In stark contrast, the continued application of supply side economics and ‘free market forces’ merely exacerbate a widening gap of social dislocation and unrest.

Similarly to Thorazine, Chicago School economics has had the long term effect of stultifying employment in Australia to the point of atrophy.

It is well past time that MSM economists, not to mention assistant governors of the Reserve Bank threw out the dregs of the Thorazine in the Ovaltine and embraced the truth of the need for a new economic strategy based on Keynesian economic theory.

As politicians such as Chris Bowen and Tony Burke are aware, nations which issue fiat currency have the means well within their grasp to create a system of full employment and that the commencement of schemes such as the Job Guarantee are only a key stroke away.

If they don’t know this, then they certainly should as should the Greens.

All that is really required to bring about change especially in the light of the current governments mendacious and draconian ideology – is the political will to do so.

If what is termed ‘The Left’ cannot find this will, then perhaps it’s well past time for the public to insist on replacing the Thorazine with Benzadrine and find a replacement brand for the Ovaltine.


Also by Edward Eastwood:

Galileo, Modern Monetary Theory and The Job Guarantee


Conscription by stealth: is cordite the new fragrance for the unemployed?

It’s Always Been Hard Labour for Labor

A guest post by Dan Rowden

Photo courtesy of thegaurdian.com

Photo from thegaurdian.com

There are some contentions that can be made in the political sphere that can’t really be proven but which we may intuitively feel to be true. The points made in support of any such contention will either resonate with an individual or not. The following is an example of such a contention:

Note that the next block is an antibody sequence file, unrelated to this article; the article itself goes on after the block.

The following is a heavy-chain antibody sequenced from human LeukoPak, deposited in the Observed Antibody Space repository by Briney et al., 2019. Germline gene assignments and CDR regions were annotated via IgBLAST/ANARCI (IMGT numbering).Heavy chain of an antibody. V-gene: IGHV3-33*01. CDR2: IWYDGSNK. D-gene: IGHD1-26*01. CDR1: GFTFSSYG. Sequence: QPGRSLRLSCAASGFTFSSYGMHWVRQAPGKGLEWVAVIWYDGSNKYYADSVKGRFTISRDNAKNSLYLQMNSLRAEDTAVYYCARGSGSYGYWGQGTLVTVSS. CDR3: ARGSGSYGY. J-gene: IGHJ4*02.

It is generally more difficult for the Labor Party to gain and maintain Government than it is for the Coalition.

This is something I feel intensely. Is it just my loony leftie leanings or is there some substance to this impression? Here’s how I’d defend it:

Apart from specific anomalous moments in history, such as Murdoch’s support of Whitlam in 1972, the Labor party has always had to navigate the forces of a generally unsupportive mainstream media.

This is unsurprising as the major media enterprises in this country, and elsewhere in the developed world, will always be owned by the wealthy who will be ostensibly conservative in their political proclivities – sometimes quite openly, if not aggressively.

Gina Rinehart comes to mind as a case in point, even if she’s fairly new to the game.

Of course, media outlets will always vociferously defend their independence and integrity, and it can indeed be difficult to pin them down when they appear to fail, but consistent editorial themes cannot be hidden from view.

The media is also guilty of pushing, peddling and promulgating – without proper critical analysis – certain cultural perceptions that make life endlessly difficult for the Labor Party:

It’s a thing deeply ingrained in the Australian psyche, almost as strongly as the mythical notion that John Howard was a Conservative, that the Coalition are naturally better economic managers than Labor. Is this true? Are they? Is there any objective, factual and historical evidence to support this deep-seated belief?

Put simply, no. In fact, for either major Party to assert they are better economic managers is largely meaningless. Economics doesn’t exist in a vacuum. It is not a science with objective criteria and rules. Everything about it is value-based and ideologically driven.

With the exception of extreme examples such as Greece, there is no objective standard by which to judge economic performance and capability when different and competing socio-economic ideologies and theories are butting heads.

When the Coalition vaingloriously claims the mantle of superior fiscal managers, what they are in reality claiming is that their socio-economic ideology is superior. That’s literally all they’re doing, and we are free to dispute such a claim.

But how did this feckless fable come about and what drives and supports it? In my view it’s nothing more complex than the close relationship the Coalition has to the business world, big and small.

This relationship engenders a belief in people’s minds that if the Coalition are all about business and are so closely aligned with business that they must be good financial managers and know more about it than the Labor party.